In 2014, China’s State Council released a road map for a comprehensive “social credit system” which would assign citizens, firms, and organizations a credit score based on multiple economic and social categories.
The data-driven system would help meet market objectives by effectively extending financing options to the country’s large unbanked population, and ideological objectives by addressing rampant corruption, profiteering, and mistrust in the country—or as early documents promised, to “allow the trustworthy to roam everywhere under heaven while making it hard for the discredited to take a single step.”
Criticism of the system, particularly from Western observers, has largely come along two, seemingly contradictory lines: that the project is either too ambitious to succeed or, given the country’s successful clampdowns on dissent, too Orwellian to fail.
Both assessments persist because the current social credit system — due to be fully operational in 2020 — remains a patchwork of existing administrative systems and loosely linked pilot projects from private tech companies and local governments.
The most comprehensive of these local efforts is Shanghai’s “Honest Shanghai” app, which pulls data from nearly 100 government entities. The least comprehensive is likely the city of Jinan’s system for dog owners, which deducts points for infractions like walking without a leash.
It’s unclear how or when these efforts will coalesce, and as Jamie Horsley persuasively argues in Foreign Policy, a single composite score for every citizen still seems a long ways off. What does seem clear is that, given the technological and especially administrative complexity of the endeavor, critics should familiarize themselves with Weber before they go reaching for Foucault.
The system’s shortcomings to date reflect familiar bureaucratic hurdles, namely a reluctance of companies and government agencies to share data, and third-rail concerns from threatened political and business interests.
A Popular Panopticon
For the moment at least, surveys show that the social credit system is actually quite popular within China, as socially advantaged citizens perceive it as a way to reduce consumer fraud and access elite benefits associated with high scores.
Popularity could easily shift, however, especially if the system is unable to navigate sensitive political considerations, protect citizen privacy, or reliably deliver accurate financial assessments.
An early pilot system in a Suining county, north of Shanghai, triggered a public backlash in part because of the inclusion of “political” data points (such as illegally petitioning higher authorities for help). The state-owned China Youth Daily \went so far as to declare that “people should have rated government employees and instead the government has [rated] the people.”
China’s central bank, meanwhile, has been reining in initiatives by tech companies like Alibaba and Tencent to create their own social credit scores due to fears about conflict of interests, consumer privacy protection, and overreach of data collection. Instead, these companies have now become shareholders and active contributors to the government-backed Baihang Credit Scoring company, which only recently launched and is thus far only available in the southern city of Shenzhen.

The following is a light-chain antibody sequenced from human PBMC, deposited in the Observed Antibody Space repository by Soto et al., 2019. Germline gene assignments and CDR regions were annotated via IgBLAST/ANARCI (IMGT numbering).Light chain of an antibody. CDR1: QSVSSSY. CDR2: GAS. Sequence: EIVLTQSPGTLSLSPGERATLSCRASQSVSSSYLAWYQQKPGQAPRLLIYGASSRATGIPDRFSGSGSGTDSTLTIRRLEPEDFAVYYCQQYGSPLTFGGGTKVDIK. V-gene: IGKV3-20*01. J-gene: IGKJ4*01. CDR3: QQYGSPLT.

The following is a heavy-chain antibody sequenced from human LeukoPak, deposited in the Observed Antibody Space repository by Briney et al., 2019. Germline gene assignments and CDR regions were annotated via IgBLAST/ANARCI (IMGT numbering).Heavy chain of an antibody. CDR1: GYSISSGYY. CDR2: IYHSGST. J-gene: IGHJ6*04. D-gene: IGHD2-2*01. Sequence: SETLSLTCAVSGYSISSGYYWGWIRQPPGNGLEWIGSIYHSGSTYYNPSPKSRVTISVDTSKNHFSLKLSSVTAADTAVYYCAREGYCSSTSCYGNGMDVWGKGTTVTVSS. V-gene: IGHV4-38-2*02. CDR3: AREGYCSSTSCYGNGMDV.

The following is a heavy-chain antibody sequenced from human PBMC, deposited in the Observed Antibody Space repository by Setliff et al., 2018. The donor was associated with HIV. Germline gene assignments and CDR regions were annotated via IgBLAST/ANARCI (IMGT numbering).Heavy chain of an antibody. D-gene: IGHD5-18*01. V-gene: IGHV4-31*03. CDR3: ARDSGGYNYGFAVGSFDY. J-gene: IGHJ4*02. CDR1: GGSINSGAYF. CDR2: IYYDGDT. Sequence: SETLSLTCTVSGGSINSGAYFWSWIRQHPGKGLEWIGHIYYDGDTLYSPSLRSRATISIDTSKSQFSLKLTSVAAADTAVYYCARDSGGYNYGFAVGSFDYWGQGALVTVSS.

Developing reliable consumer financial profiles for 1.4 billion people is no easy task. Each of the three major U.S. credit bureaus has over 200 million credit files that, on average, contain 13 past and current credit obligations, resulting in 2.6 billion pieces of data. Each month, more than 1 billion pieces of data are updated. Given that volume, it shouldn’t be surprising that more than one in five Americans have a “potentially material error” in their credit file that makes them look riskier than they are.
Now consider that China is proposing to track not only financial transactions, but eventually driving records, social media activity, charitable donations, and much more. The party-state may soon find that even when surveillance solutions scale, so do data problems.
At this point, it seems highly unlikely that the social credit system — or even a scaled back consumer credit scoring system — will be fully operational by 2020. The ominous media reports of Chinese citizens with “low scores” being barred from travel (or having their children rejected from college) are real, but these penalties reflect credit reporting blacklists that predate the social credit system.
None of the above is meant to suggest that concerns about China’s surveillance state are misplaced. The government really is collecting vast amounts of information on its citizens, and the social credit system and other monitoring initiatives have raised red flags from civil society leaders and foreign businesses. Moreover, a report from the Mercator Institute for China Studies notes that even if the full vision of the system is not realized, the “scope of this project is massive and will transform China’s legal, social, and economic environment significantly.”
But critics should avoid the temptation of technological determinism. As Horsley notes, the Chinese party-state has already developed an array of tools to address public and political security issues without relying on an algorithm. If the social credit experiments succeeds, it will be because it delivers good governance — not omniscient surveillance.
Pete Hunt is a Bangkok-based writer and analyst with Beutler Ink. You can follow him on Twitter @PeteHuntBKK.